Real estate investment companies: tax advantages and Spanish residence

Real estate investment companies: tax advantages and Spanish residence

In the 60`s REITs (Real Estate Investment Trust) were born in the US, with the goal of making large-scale investments in real estate accessible to small investors. The formula chosen was to equate investment in real estate to investment in any industry; through the purchase of stocks in the stock exchange. Therefore, although not required, most REITs are in the public stock exchange.

In Spain REITs are called SOCIMI (Real State Investment Companies) and their purpose is limited to the acquisition of property for rental purposes. They include both urban real estate and plots of land acquired for the development of urban property to be leased after the development is complete, including shopping centers or others.

SOCIMIs are regulated by Law 11/2009 of 26 October, of Real State Investment Companies. The Law marks that these companies must be included in a stock exchange or regulated by the multilateral trading system in Spain, the European Union or the European Economic Area (eg Spain, the UK or Ireland). The REIT may avoid double taxation under EU Directives and tax treaties signed by Spain.

Moreover, there is no requirement regarding a minimum number of assets that a REIT should hold, which means you can have a single asset.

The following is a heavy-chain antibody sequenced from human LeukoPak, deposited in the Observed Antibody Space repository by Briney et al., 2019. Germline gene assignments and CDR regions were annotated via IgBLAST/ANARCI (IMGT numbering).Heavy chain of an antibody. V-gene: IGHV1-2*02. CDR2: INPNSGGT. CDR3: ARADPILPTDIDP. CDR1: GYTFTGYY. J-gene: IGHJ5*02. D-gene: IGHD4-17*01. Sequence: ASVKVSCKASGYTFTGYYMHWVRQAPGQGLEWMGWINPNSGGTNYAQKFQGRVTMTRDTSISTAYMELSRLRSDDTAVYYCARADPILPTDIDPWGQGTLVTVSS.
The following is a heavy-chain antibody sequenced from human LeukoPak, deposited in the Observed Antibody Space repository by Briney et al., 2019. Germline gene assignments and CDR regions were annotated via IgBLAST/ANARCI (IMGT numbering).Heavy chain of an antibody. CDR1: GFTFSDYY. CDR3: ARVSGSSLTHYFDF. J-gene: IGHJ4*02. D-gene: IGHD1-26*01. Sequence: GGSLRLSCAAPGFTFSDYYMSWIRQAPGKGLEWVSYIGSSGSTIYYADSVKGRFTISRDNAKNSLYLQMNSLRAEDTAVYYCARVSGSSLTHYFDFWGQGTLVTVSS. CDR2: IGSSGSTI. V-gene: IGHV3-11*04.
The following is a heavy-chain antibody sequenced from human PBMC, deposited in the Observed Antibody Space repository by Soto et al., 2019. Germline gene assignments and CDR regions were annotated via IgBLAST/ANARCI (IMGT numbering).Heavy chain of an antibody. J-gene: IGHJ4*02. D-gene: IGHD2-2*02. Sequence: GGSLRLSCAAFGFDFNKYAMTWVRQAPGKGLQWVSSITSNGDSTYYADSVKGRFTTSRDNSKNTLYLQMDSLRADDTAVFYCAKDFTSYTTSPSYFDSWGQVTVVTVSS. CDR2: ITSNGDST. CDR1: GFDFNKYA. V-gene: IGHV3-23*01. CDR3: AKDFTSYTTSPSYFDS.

It does require, however, a minimum investment period: assets shall be maintained for a period of at least three years.

Furthermore, if the investment in a REIT reaches one million euros, the Entrepreneurs Act of 2013 will allow the investor to apply for the Spanish Golden Visa, the residence in Spain.

Being able to invest internationally creates many opportunities for small and large investors in real estate investment companies, which enjoy tax advantages over traditional real estate opportunities, and in the Spanish case also may involve access to the residence permit for foreigners. Specifically, the REIT is taxed at 0% provided that the holders of at least 5% of the REIT shareholders are taxed on dividends received at a minimum nominal rate of 10%. When shareholders do not meet this requirement, the REIT is taxed at a corporate tax rate of 19% on dividends distributed to shareholders (the 19% is a tax payable by the REIT and not dependent on dividends distributed).

Currently the investment requirements must comply with the 80/ 80 rule; ie at least 80% of the value of the assets of the REIT must be invested in qualified assets or shares and at least 80% of the income (excluding capital gains) must come from rental income and qualified dividends.

You can also buy a property through a foreign legal company as long as the company is not domiciled in a tax haven and the investor has, direct or indirectly, the majority of the voting rights and can appoint or remove a majority of the members of the board.

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